In 2017, a weirdly shaped rock with a strangely erratic orbit swept through the solar system, leaving as quickly as it arrived. Astronomers soon realized that it was not from around here. It punched through the planets’ orbital plane from the top down, like a dart thrown at the concentric rings of a dartboard, and it moved super fast, way too quickly to be caught in the sun’s gravity. It was also extremely dark and seemed oddly elongated, but because it was so speedy, many of its properties will remain forever mysterious.
But it turns out that the object, the first interstellar asteroid ever observed, was not unique. It may not even be all that rare. Astronomers are coming to realize that objects like it may pepper the galaxy, perhaps in such great numbers that they influence the formation of larger worlds, maybe even entire planetary systems — including our own.
The appearance of the asteroid, which has been named ‘Oumuamua, was a dramatic demonstration of a sea change in astronomy: the recognition that the solar system does not exist in a vacuum, at least metaphorically. No planet is an island, and no star forms in isolation. The cosmos is full of stuff that interacts across distances and time spans far greater than researchers have long appreciated, from unimaginably vast jets of gas flowing through interstellar space to ‘Oumuamua-style planetoid crumbs scattered like dandelion seeds in the wind.
This realization is changing the way astronomers think about how star systems form. Researchers who study the birth of planetary systems have not previously considered things like astrophysical gas flows, for instance. “Before, we could just stay in our lane,” said Sarah T. Stewart, a planetary scientist at the University of California, Davis. But as researchers reverse-engineer the recipe for solar systems, they’re now pulling ingredients together from all across the cosmos.
The new ideas sprouting out of this work have begun to offer potential answers to various exoplanetary mysteries. For example, planets appear to hatch much earlier in the life of a star than astrophysicists thought possible. In addition, enormous planets appear to grow out of relatively small amounts of gas and dust — a loaves-and-fishes trick on an astronomical scale. And astronomers are trying to understand the paucity of planets just a little bit bigger than Earth.
All of which points to a stark fact: Planetary scientists still don’t have a bulletproof understanding of how planets get made. Their models are numerous and incomplete. But now, with the burgeoning combination of ideas from some of these disparate disciplines, researchers are starting to get a firmer handle on the planet-making process. “The fact that we haven’t settled on any one thing” for how planets get made, Stewart said, “is because we have learned so many new things.”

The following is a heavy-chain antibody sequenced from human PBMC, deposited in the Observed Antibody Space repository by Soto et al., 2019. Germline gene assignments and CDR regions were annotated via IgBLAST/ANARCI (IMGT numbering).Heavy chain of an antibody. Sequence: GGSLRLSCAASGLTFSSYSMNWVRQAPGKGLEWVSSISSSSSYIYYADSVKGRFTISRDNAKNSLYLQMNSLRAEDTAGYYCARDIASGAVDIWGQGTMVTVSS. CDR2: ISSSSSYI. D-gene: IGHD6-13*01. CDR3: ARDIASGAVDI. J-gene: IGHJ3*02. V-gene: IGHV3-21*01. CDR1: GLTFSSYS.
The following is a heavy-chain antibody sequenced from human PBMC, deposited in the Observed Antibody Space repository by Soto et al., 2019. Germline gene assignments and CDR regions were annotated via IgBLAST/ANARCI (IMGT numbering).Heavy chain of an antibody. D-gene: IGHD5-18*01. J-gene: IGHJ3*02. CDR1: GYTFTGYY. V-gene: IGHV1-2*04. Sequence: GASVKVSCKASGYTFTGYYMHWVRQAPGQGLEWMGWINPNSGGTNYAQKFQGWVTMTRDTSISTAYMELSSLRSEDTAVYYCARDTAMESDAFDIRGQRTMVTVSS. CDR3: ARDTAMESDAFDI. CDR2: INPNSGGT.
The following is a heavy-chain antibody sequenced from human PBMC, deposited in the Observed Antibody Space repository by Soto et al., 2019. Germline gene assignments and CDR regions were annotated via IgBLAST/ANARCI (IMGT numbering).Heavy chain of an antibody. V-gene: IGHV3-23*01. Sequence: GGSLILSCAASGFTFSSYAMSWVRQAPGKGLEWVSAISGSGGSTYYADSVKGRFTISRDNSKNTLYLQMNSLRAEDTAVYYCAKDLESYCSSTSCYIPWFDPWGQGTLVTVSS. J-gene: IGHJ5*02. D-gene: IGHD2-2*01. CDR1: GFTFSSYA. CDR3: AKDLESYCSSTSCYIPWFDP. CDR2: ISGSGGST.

A Planet From a Seed
Last year, at a meeting in Switzerland about ‘Oumuamua, Michele Bannister and Susanne Pfalzner sat down together during a coffee break. Pfalzner, an astronomer at the Jülich Research Center in Germany, casually asked Bannister, an expert on planet formation, what would happen if some ‘Oumuamua-like object from interstellar space came through the disk surrounding a young star. “What is the effect of all these things in the disk?” she asked. “What does an interstellar object do if it gets into a protoplanetary disk?”
Bannister, who authored one of the early papers about ‘Oumuamua, thought about it for a minute. ‘Oumuamua is roughly 100 meters long — big enough to make a ripple in a roiling cloud of dust and gas. “We looked at each other, and we thought, ‘This has got to be important,’” Bannister said. The pair started sketching out ideas.
“The more I was looking at this, the more I couldn’t believe someone hadn’t already thought of this,” said Bannister, an astronomer at Queen’s University Belfast.
In a paper published in April in The Astrophysical Journal Letters, Bannister and Pfalzner argue that rocks like ‘Oumuamua might be catalysts for planet formation. There are probably uncountable billions of such objects sailing through the cosmos, they say. When one intersects with a billowing envelope of gas and dust surrounding a young star, it might cause turbulence and shear that stirs the gas, sculpting it into patterns that later form planets.